Genre Isn’t Always Obvious

Peter’s getting close to publication on another book… I’m calling it a western.

This one isn’t a western by strictest definition, because it’s set in the civil war naval battles, instead of out west. Which is going to interesting to market, because the most likely readers will be the western genre readers, even though it’s not technically a western.

This is one of those conundrums. You can *write* anything, but how to find readers? That’s where covers and genre make the author wince and complain “but that’s not right!”

Yes, I know. However, the market for “civil war” is utterly dominated by non-fiction books, and the reader expectations for the civil war fiction are very centered on the massive land battles. If I try to market this for “people who want fiction about civil war sea battles”, that’s going to be an extremely tiny market and almost impossible to find.

If I try to market this for “people who want civil war fiction”, it’s going to be very oddball and lost against the land battles.

If I try to market it under alt-history, then it’s going to massively disappoint the readers who expect the modern-mentality protagonist and the rapid pacing and the tropes of alt-history, like massive divergence from history due to “if only this had happened”.

So in tone, in style, in pacing… it’s a western. We market as a western, because it’ll hit all the things western readers like in the classic western subgenre, from faithful historical detail to a more formal wording. The cover image (old oil painting style), and the font will match those expectations – even as it’ll probably show an appropriate ship on fire, to signal that this is, indeed, at sea with battles.

As for the title – Peter is trawling civil-war era poetry as we speak, to come up with an appropriate title. Which is why I’m getting jokes over coffee about heaving bosoms and my pulchritude…

Never dull around here!

42 thoughts on “Genre Isn’t Always Obvious

  1. Genre is sort of like pr0n. When you see it, you know what it is, I think.

    What I am wondering is, is there any point to hitting a bunch of different tags, just to get more potential eyeballs on the work? I do not mean things that the book is obviously not. But the Venn diagram of readers of alt-history has to overlap at least a bit with Westerns, I should think. Like the gamelit stories that tag adventure, fantasy, high fantasy, gamelit, litRPG, and so on all at once.

    It’s really down to finding the audience, as you said, then. As long as they show up, chances are they and their interests will come from all over.

    1. The question is compound, so the answer is complicated.
      Part 1: “is there any point to hitting a bunch of different tags…”
      Part 2: “…just to get more potential eyeballs on the work?”

      Part 1: Absolutely yes! Tags are how you help readers find your work outside of main genre/subgenre listed. So for the very few readers who really do want civil war sea battle fiction, tags are to make sure they can find it! Choose keywords wisely to find the other readers out there.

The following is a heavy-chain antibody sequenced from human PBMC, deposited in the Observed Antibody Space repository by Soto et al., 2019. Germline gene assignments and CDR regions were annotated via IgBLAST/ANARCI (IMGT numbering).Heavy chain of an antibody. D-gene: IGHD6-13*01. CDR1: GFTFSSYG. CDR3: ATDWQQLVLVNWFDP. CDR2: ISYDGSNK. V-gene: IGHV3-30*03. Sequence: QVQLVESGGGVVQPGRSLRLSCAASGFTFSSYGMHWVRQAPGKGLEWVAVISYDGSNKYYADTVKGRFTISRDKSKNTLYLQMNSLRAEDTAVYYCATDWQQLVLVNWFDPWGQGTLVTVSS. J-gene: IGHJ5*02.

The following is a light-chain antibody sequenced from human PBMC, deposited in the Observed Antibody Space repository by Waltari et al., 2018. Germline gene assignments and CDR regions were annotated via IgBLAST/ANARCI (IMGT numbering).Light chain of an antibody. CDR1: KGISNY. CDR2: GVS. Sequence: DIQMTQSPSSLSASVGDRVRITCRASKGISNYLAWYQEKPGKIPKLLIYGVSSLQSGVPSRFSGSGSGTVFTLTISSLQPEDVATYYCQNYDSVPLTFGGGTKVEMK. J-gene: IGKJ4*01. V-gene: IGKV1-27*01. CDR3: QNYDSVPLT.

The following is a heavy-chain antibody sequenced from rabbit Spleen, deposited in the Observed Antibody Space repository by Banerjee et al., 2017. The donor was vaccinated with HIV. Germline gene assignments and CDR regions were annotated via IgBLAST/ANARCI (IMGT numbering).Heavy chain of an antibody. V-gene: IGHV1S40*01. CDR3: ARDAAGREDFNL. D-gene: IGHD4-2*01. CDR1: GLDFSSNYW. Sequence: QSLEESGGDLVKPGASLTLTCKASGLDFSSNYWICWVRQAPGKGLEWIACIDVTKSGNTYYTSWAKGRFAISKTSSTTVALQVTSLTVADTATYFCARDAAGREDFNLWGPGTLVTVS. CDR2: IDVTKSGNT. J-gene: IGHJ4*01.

Part 2: Absolutely not! You never want “more eyeballs” without filtering for the interested eyeballs. The Amazon keyword system is fundamentally broken in several design spots, and if you put in keywords that guarantee it’s going to be seen by people with no to negative interest in your work, then it actually has a negative impact on your overall visibility – as it results in your also-bots not hitting the target market, and the ratio of exposures to clicks dropping, and then that partially drives the amount of exposure. This also hits hard in sponsored product ads.)

      A note on the brokenness of Amazon ads: I have seen romance – scifi authors come in for a lot of hate for “cluttering up” the scifi – milscifi and scifi – adventure charts, both from readers and other authors. I shall now tilt at windmills and tell you that hating the author is like hating the guy directly in front of you for the five-mile-long traffic jam, and blaming your speed on him.

      Because their category is romance, subgenre scifi, the keyword system is pinging on scifi and attaching it to the scifi genre whether the romance authors want to be there or not.

      Same thing with when they have a soldier (common romance-scifi trope, alien warrior). The keywords for romance readers to find their favourite trope are the same keywords for the military scifi subgenre. It’s not that they want to be in the milsf category – they don’t, there isn’t reader overlap, so they don’t want those uninterested eyeballs – it’s that the keywords will populate both places.

      It’s incredibly human to blame the people and products you see instead of the broken system, I know. But we can rise above!

      1. So, if I ever intentionally write romance, never title one Homefront. Got it.

        I really shouldn’t find that so funny. Though that does make me wonder if there couldn’t be a sub-genre niche of mil/scifi themed romance targeted at being gifts to wives/girlfriends of military and science fiction readers?

        That would probably end badly, wouldn’t it?

      2. I think that’s a problem of weighting the algorithm poorly, but I could be off. The off genre stories getting into their subgenre lists.

        Perhaps a better system would incorporate subgroups within an overarching theme. Fantasy, Sci-Fi, Romance, Thriller, Horror, and Non-Fiction, then drill down into specifics. There would still be some wild ones, stories that are as much sci-fi as horror, or the alt-histories, and the like.

  2. I need to find a good concise source on what the common genre beats and essential themes are.

    I keep hearing pieces of it. One example was that the core theme of the detective story is moral accounting. The detective is seeking the truth of the situation so that just rewards and punishments can be metted out, and that the transcendence of the detective novel is for the detective to suspect themselves if being not on the right side.